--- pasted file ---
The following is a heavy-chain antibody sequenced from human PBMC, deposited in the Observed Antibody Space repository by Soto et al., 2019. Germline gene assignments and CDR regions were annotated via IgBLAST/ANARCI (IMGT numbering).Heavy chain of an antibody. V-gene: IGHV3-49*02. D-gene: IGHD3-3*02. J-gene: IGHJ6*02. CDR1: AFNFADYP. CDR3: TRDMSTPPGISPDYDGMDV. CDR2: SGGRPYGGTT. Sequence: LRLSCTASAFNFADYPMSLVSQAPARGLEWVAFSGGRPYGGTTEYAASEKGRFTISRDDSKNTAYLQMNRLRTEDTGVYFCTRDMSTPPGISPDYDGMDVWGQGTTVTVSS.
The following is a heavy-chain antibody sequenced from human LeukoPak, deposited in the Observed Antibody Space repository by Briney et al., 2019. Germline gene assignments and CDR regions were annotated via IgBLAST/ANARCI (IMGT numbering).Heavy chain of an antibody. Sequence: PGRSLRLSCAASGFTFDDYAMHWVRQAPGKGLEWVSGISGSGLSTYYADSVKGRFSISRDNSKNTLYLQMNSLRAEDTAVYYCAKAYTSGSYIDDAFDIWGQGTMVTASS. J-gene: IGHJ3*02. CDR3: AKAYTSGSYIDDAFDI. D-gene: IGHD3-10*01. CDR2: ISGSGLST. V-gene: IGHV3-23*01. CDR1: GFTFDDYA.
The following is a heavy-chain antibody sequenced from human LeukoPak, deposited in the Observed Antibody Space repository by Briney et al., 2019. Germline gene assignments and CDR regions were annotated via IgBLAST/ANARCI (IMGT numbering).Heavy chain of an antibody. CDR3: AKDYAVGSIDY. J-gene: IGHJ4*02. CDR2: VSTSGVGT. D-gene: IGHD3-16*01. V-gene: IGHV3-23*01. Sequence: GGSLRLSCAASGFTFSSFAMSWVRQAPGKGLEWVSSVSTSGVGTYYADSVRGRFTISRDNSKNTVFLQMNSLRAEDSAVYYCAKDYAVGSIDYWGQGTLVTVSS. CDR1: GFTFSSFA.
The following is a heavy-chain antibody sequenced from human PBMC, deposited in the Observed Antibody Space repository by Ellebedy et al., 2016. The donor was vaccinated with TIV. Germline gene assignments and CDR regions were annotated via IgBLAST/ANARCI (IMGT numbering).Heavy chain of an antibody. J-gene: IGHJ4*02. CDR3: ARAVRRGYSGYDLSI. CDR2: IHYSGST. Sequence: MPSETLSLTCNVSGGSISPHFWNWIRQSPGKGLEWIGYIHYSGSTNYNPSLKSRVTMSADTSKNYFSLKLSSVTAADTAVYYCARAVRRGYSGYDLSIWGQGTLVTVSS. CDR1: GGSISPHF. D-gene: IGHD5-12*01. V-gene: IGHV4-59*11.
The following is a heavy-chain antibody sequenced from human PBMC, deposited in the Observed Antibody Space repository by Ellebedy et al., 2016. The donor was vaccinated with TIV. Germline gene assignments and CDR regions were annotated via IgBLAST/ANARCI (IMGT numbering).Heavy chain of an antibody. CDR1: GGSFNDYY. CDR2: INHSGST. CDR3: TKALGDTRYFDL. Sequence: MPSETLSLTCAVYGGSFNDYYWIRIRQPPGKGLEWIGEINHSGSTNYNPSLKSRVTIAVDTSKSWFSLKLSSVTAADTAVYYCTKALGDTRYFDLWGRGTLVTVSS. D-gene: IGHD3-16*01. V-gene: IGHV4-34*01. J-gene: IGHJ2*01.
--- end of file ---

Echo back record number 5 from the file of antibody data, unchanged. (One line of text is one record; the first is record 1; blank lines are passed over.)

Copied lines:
The following is a heavy-chain antibody sequenced from human PBMC, deposited in the Observed Antibody Space repository by Ellebedy et al., 2016. The donor was vaccinated with TIV. Germline gene assignments and CDR regions were annotated via IgBLAST/ANARCI (IMGT numbering).Heavy chain of an antibody. CDR1: GGSFNDYY. CDR2: INHSGST. CDR3: TKALGDTRYFDL. Sequence: MPSETLSLTCAVYGGSFNDYYWIRIRQPPGKGLEWIGEINHSGSTNYNPSLKSRVTIAVDTSKSWFSLKLSSVTAADTAVYYCTKALGDTRYFDLWGRGTLVTVSS. D-gene: IGHD3-16*01. V-gene: IGHV4-34*01. J-gene: IGHJ2*01.